Modesto homeless vigil excludes those at shelter

kvaline@modbee.comDecember 26, 2013 

Homeless people line up outside the Salvation Army’s Berberian Shelter at D and Ninth streets as the upgraded winter shelter opened in November.


— About 75 people gathered Saturday night outside The Salvation Army’s Berberian Homeless and Transition Shelter for the eighth annual vigil to honor the 17 homeless men and women who died in the Modesto area in the past 12 months.

Those attending the candlelight vigil in the shelter’s parking lot included homeless advocates and service providers, clergy and the homeless. But the homeless men and women in the Berberian’s 100-bed winter shelter were not allowed.

Salvation Army officials said it was not an easy decision for them to bar winter shelter clients. “Our choice would have been for everyone to attend,” said Maj. Kyle Trimmer, who oversees the Modesto Citadel Corps. “Next year, we hope to do that. It’s on our home turf, and we’d love to do that.”

Several factors played a role in the decision. The vigil was held outdoors for the first time in a few years after being held in the Berberian shelter’s chapel. Shelter clients have attended the vigil in the chapel, as have homeless people from the streets. Vigil organizers held the event outdoors Saturday as a way to represent how the homeless live.

Salvation Army officials did not like the idea of winter shelter clients mixing with homeless people from outside the shelter at the vigil. It would be hard for officials to monitor the homeless in the dark parking lot. Shelter clients are screened for drugs and alcohol as they check in each evening. Trimmer said Salvation Army officials were concerned clients could get alcohol and drugs from other homeless people.

Additionally, Trimmer said, the shelter was short staffed, and there was another event taking place during the vigil. He said a family comes to the shelter around Christmas each year to provide a meal and gifts. The family came Saturday this year.

Barring shelter clients from the vigil prompted one man who stays at the shelter to write a letter to The Bee, which was published Thursday. “ ... We were excluded from the vigil ... ,” Kenneth Mendenhall wrote. “Why? What stinks worse? The death of homeless men and women who have died on the streets of Modesto, or the hypocrisy of the chain of command who pretends to care?”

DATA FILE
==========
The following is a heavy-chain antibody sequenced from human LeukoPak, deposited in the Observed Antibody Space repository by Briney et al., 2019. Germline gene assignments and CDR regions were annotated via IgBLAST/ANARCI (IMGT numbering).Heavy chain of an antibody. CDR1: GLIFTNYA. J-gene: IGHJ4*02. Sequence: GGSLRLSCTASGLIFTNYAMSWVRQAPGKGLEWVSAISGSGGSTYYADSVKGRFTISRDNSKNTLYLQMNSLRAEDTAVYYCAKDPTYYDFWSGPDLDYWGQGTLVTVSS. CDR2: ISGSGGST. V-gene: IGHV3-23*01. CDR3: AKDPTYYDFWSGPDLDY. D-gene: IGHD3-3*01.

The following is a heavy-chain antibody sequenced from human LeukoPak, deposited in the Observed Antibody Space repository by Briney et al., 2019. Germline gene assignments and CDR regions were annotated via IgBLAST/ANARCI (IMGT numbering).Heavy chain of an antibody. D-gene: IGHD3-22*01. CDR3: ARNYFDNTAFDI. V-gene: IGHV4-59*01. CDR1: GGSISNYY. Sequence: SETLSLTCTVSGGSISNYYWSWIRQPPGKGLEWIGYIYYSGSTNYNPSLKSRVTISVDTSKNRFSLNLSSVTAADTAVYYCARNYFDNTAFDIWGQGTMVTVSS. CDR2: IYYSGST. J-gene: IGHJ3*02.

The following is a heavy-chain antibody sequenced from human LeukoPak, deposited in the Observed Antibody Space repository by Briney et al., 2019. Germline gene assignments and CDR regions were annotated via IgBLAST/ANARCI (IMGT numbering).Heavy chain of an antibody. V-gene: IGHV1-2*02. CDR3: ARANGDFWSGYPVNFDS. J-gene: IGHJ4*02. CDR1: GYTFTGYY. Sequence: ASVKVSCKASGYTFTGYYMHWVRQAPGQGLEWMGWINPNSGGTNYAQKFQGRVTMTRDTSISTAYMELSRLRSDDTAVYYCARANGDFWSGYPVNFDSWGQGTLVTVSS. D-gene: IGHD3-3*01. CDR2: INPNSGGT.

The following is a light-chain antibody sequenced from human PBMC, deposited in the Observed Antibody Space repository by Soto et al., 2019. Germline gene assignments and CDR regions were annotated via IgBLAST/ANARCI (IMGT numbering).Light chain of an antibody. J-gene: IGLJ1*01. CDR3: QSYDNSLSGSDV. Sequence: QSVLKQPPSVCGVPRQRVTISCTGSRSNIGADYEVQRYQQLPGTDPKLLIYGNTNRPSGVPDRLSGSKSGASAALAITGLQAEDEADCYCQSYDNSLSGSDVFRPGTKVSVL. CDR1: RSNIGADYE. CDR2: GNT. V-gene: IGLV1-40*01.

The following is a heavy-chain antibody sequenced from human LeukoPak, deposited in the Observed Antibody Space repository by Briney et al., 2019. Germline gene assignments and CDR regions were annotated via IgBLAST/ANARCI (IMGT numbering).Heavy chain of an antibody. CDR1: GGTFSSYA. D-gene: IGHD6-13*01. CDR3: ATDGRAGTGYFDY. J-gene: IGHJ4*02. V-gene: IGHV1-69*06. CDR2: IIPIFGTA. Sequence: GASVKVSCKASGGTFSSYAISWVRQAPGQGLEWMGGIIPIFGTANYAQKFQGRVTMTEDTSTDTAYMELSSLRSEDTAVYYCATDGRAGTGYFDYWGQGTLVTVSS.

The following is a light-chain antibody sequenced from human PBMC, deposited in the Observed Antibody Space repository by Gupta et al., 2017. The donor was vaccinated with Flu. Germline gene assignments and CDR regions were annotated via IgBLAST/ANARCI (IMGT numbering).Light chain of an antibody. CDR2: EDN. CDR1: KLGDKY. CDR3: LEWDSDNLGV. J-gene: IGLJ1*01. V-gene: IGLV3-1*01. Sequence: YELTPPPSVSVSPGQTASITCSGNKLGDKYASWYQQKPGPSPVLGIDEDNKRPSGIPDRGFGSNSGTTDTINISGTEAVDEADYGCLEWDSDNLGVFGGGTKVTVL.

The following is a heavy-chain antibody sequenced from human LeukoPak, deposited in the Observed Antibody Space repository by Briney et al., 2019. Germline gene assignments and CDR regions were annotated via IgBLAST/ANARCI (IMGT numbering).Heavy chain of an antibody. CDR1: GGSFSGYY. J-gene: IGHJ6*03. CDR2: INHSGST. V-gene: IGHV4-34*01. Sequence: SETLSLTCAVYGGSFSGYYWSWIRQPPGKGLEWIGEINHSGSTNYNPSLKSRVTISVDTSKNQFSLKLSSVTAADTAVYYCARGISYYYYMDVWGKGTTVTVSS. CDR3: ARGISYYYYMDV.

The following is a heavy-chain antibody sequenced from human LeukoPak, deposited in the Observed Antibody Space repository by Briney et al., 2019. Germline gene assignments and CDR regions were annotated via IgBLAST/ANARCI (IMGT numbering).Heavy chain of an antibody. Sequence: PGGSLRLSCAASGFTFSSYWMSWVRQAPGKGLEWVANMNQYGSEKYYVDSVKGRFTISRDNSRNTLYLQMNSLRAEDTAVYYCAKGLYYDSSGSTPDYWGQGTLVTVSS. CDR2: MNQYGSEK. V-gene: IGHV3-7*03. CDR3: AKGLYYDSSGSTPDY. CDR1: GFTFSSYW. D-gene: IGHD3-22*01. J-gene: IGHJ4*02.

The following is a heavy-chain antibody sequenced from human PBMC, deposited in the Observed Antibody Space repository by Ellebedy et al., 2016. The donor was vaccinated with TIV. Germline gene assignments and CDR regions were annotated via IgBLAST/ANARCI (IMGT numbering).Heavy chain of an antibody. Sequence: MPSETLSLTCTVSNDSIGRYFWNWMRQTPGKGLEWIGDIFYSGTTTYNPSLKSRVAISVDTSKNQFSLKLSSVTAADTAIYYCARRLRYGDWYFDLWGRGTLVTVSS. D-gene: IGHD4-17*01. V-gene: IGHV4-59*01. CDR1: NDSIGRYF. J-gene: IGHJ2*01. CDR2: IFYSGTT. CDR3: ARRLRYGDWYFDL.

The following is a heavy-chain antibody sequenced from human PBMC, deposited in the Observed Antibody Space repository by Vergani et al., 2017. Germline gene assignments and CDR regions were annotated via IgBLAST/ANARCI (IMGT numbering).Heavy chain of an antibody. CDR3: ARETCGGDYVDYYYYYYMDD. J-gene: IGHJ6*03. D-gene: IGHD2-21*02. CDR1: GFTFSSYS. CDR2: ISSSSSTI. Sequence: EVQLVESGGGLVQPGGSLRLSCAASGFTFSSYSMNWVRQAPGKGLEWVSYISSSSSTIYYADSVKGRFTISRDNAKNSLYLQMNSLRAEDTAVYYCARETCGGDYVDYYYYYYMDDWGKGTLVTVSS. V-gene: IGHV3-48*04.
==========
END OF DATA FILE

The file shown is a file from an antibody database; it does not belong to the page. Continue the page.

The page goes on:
Besides the 100-bed winter shelter, the Berberian shelter operates two 20-bed transitional living programs for men and women, who live at the shelter for as long as 24 months as they get their lives back on track.

Trimmer, who did not attend the vigil, said the men and women in the transitional programs could not attend. But one of the organizers said transitional program clients were present.

Kimberlee Hamilton Anderson, a Stanislaus County behavior health advocate, said she understands why The Salvation Army excluded winter shelter clients. But vigil organizers did not forget them, she said. Organizers spoke with them as they lined up to be checked into the shelter. She said donations of sleeping bags, blankets and other items organizers had collected were left to be given to the winter shelter clients.

The vigil has been better attended since organizers moved it from a park to the Berberian shelter, Hamilton Anderson said. “It’s more fitting to have it at the shelter, even with people inside the shelter not able to attend,” she said. “They knew that we were there. And we engaged with them (as they were being checked in) and talked with them.”

Bee staff writer Kevin Valine can be reached at or (209) 578-2316.

Modesto Bee is pleased to provide this opportunity to share information, experiences and observations about what's in the news. Some of the comments may be reprinted elsewhere in the site or in the newspaper. We encourage lively, open debate on the issues of the day, and ask that you refrain from profanity, hate speech, personal comments and remarks that are off point. Thank you for taking the time to offer your thoughts.

Commenting FAQs | Terms of Service